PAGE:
Now take the bottom edge of our bottle, feed it through the gap in the wood, and help it make one full rotation.

What’s that done is cleaned up any jagged edges on the bottom, and now a piece of string sticking out. If we give this thing a tug, we can see the bottle start spinning, giving us loads of extremely strong plastic string.

So you can see now its as easy as tugging on this string and the whole bottle unwinds and gives us a nice bundle of strong, plastic rope.

You can use that for fishing line. Now just for convenience, I turned this thing over sideways because it relieves the pressure on the bottle so its not rubbing up on the knife. It also allows me to grab the string and pull it out at a more comfortable angle so I can do this all day. Pretty sweet isn’t it? It just keeps going, and going, and going. Now you might be wondering what kind of uses there are for plastic string, and the answer is probably as many uses as there are for normal string.

You can use it as improvised fishing line, you can use to rig a snare or hold up your tent when you’re out in the woods. or if you’re using something like my rope-making machine, you might be able to wind it into an actual length of rope.

There really are so many ways that you can approach this. You can use kitchen knives, you can use hunting knives, you can use wooding knives. You can even use razor blades out of your utility knife and shove that up in there as well.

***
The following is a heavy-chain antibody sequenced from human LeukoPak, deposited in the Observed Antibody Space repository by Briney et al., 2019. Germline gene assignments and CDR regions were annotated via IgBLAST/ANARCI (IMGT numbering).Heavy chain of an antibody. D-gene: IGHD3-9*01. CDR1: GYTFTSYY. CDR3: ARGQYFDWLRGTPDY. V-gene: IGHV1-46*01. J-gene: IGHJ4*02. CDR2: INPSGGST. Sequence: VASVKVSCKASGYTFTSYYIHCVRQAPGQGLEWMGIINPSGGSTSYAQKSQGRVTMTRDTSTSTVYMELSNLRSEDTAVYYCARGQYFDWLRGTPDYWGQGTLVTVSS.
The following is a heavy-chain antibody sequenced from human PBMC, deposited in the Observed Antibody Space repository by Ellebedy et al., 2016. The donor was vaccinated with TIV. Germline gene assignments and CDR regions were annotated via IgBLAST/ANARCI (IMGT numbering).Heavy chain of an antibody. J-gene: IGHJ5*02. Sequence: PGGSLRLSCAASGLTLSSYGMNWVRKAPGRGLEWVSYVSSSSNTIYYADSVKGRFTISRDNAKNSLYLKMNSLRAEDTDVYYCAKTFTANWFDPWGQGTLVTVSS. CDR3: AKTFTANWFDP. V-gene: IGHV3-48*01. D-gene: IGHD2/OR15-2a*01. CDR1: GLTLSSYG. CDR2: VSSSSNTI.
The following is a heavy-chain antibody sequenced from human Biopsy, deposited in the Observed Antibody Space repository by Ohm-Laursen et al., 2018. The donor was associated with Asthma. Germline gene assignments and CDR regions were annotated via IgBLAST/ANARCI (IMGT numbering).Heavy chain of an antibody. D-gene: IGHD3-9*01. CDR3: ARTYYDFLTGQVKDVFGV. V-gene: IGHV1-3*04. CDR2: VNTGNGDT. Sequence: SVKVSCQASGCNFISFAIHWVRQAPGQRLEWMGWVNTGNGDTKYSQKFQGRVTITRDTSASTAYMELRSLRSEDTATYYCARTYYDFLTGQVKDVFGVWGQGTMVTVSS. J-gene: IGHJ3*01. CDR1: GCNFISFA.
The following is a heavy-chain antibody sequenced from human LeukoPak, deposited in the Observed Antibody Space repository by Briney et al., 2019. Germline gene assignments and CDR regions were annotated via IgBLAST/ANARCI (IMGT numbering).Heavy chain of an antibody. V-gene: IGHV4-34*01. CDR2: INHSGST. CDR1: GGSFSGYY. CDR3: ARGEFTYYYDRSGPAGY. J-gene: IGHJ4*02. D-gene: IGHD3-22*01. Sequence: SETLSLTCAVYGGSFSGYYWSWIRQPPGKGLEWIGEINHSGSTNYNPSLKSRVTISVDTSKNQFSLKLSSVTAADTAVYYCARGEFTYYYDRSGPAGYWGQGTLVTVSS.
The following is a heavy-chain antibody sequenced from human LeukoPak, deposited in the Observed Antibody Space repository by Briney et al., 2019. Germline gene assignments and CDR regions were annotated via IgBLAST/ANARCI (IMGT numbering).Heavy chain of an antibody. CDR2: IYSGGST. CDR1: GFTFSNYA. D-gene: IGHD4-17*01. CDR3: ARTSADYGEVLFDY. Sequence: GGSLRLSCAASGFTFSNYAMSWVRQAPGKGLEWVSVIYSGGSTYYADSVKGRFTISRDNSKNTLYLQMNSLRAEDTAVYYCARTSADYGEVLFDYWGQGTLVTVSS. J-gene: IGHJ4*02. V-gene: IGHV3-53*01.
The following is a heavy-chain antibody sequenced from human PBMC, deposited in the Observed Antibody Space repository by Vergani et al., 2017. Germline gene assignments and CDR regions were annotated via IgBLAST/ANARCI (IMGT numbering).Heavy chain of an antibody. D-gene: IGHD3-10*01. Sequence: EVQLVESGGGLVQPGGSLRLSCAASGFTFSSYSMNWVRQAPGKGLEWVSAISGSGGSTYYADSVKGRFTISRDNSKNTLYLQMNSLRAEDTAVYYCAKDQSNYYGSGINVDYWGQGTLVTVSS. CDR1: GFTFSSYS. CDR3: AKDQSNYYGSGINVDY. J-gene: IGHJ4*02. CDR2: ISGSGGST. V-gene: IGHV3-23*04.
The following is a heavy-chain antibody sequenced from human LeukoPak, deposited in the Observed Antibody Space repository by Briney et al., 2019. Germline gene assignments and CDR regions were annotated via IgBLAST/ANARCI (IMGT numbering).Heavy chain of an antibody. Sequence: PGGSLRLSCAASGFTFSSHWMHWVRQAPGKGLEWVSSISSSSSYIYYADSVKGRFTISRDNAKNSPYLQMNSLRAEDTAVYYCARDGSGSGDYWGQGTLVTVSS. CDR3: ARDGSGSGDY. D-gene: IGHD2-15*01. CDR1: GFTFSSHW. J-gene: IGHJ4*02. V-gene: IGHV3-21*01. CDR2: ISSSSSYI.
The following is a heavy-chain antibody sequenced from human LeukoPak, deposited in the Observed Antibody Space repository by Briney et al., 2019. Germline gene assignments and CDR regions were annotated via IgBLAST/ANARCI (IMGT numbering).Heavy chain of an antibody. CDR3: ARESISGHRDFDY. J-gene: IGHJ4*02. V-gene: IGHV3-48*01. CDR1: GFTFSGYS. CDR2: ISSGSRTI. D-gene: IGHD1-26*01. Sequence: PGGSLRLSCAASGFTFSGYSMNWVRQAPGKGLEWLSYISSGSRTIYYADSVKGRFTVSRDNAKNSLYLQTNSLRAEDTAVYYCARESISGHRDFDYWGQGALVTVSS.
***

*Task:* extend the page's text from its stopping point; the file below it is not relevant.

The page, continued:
As for as the thickness of the rope goes, you can make anything, almost as thin as fishing line, to about as thick of any cable as you’d want to make. This would help with shelter  building and could be used in many survival problems.

And for as thin as this chord is, it really is pretty strong stuff. Of course you can break it. But the thicker you go….. The much more difficult it is to break.

The home made machine that costs absolutely nothing to make is working and its working very well. So lets move on to all these plastic bottles and try and transform them into string. Sweet! If you run your string in a line across the room, it’ll help relieve the tension, and if you wind it around a water bottle, it’ll organize it into a neat little bundle.

12 two liter bottles can make nearly twelve hundred feet of plastic string. We did measure our results and found that one two liter bottle makes nearly 100 feet of 8th inch plastic string by itself.

Using nothing but extremely simple materials you can probably find in the woods and definitely around your house. You can turn your old two liter bottle into a piece of plastic cordage.

The simplicity of this project came from an idea from Creek Stewart in his book “Survival Hacks”.

With nothing but a piece of wood and a knife, you can make endless amounts of strong plastic string.


This video is only for entertainment purposes. If you rely on the information portrayed in this video, you assume the responsibility for the results. Have fun, but always think ahead, and remember that every project you try is at YOUR OWN RISK.